07 November 2010
The Tigers are pretty shrewd at turning tricks, most notably when obtaining talent via trades. From the acquisitions of Austin Jackson and Max Scherzer last winter to the trade involving Miguel Cabrera in the spring of 2008, the Tigers never seem to give up a ton of young talent, yet somehow receive a giant return on investment (and even in their bust trades, i.e., Edgar Renteria, Aubrey Huff – oddly enough, two huge reasons the Giants just won the World Series last month – they never give up too much talent).
That’s something that every General Manager lives for, but it’s not something many succeed at, and while you don’t want to make bold statements all that often, it’s obvious that the Tigers’ G.M. Dave Dombrowski has certainly employed the right decisions when it comes to making moves involving perspective players.
Contract extensions, however, are another topic altogether. It’s one that Dombrowski hasn’t exactly excelled in over the past few years. Jeremy Bonderman, Nate Robertson, Dontrelle Willis, and Carlos Guillen are a few of the players that immediately come to mind when you think about lucrative contracts worth about half of the players projected production (In all, the Tigers spent over $136 million from 2007-2010 on those four players alone).
Now that these homegrown biases that have prevented Dombrowski from competing for free agents in previous years are off the books, the Tigers are primed for a very active offseason. In fact, the Tigers are only committed to seven long term contracts next year, an interesting stat because it allows them to nearly overturn the entire roster if they really wanted to (not that they will, they have many young, talented players who are worth bringing back via arbitration).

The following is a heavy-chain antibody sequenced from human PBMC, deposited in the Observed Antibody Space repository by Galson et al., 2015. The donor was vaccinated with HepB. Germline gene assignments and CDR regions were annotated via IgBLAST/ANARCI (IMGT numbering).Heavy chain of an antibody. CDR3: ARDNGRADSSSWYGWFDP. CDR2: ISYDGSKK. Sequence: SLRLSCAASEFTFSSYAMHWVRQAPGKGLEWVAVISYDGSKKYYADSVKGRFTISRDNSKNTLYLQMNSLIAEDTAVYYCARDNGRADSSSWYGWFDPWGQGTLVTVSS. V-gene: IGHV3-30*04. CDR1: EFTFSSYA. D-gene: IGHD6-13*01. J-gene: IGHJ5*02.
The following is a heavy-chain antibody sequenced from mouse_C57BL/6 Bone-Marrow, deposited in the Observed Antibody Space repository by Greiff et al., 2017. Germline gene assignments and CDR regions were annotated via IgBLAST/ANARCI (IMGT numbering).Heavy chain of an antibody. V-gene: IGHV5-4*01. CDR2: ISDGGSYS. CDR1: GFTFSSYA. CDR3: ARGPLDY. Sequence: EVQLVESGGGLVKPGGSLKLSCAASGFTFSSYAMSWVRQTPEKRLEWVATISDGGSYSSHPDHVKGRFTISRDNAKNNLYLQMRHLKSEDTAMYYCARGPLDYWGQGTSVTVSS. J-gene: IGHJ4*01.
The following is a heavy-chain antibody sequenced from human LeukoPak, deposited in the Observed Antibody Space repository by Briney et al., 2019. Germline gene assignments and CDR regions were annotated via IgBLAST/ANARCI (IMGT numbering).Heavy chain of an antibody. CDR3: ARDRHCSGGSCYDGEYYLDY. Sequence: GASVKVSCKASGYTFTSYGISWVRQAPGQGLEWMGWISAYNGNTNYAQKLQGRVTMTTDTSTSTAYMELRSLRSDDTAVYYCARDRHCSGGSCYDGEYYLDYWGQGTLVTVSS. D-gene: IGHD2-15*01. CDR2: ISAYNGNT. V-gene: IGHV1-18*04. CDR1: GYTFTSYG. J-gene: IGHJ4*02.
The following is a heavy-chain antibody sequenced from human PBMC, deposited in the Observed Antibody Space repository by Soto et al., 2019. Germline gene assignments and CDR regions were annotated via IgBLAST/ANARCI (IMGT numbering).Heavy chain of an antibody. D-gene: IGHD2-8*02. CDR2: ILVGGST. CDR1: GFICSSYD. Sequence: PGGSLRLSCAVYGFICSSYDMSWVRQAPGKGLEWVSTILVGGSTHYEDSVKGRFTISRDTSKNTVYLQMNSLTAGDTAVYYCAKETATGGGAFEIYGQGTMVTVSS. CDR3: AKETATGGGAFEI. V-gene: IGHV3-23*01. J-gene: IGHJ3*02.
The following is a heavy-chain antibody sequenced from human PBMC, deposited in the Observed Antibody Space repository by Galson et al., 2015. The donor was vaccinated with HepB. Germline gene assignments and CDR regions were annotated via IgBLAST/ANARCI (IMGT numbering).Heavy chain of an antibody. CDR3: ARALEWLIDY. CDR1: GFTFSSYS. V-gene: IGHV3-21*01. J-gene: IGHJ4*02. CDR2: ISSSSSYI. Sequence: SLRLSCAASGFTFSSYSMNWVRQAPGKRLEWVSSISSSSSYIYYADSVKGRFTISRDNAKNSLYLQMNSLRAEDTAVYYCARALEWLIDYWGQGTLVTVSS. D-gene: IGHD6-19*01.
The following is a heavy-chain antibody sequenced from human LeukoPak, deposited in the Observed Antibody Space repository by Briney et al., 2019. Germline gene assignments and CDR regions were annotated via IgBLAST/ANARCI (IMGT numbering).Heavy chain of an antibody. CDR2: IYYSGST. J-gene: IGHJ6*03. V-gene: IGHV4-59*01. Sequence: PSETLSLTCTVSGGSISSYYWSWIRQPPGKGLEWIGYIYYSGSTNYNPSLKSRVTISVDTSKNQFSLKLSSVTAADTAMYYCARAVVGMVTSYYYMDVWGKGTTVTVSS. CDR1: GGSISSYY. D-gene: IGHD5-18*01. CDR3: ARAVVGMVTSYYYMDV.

The incredible amount of leeway Dombrowski has at his disposal means that he is going to make a big splash in the free agent pool this winter. “You can look forward to a lot of moves this wintertime for our club," Dombrowski said at the press conference announcing Inge's contract extension in late October.
With that said, it’s obvious that Owner Mike Illitch is going to allow him to spend and that is obviously nice to hear. When players like Carl Crawford, Jayson Werth, Adam Dunn, and Victor Martinez became available to any major league baseball team on Sunday, Detroit became as sure as any team to land at least one and hopefully two high profile free agents.
You can look at the Tigers’ Free Agent experiences in one of two ways. You can choose to be comforted by the fact that Dombrowski has gambled and won with players from Magglio Ordonez, to Ivan Rodriguez, and even Johnny Damon, or you can choose to be nervous and say that they have just gotten lucky when they overspent on these Scott Boras clients.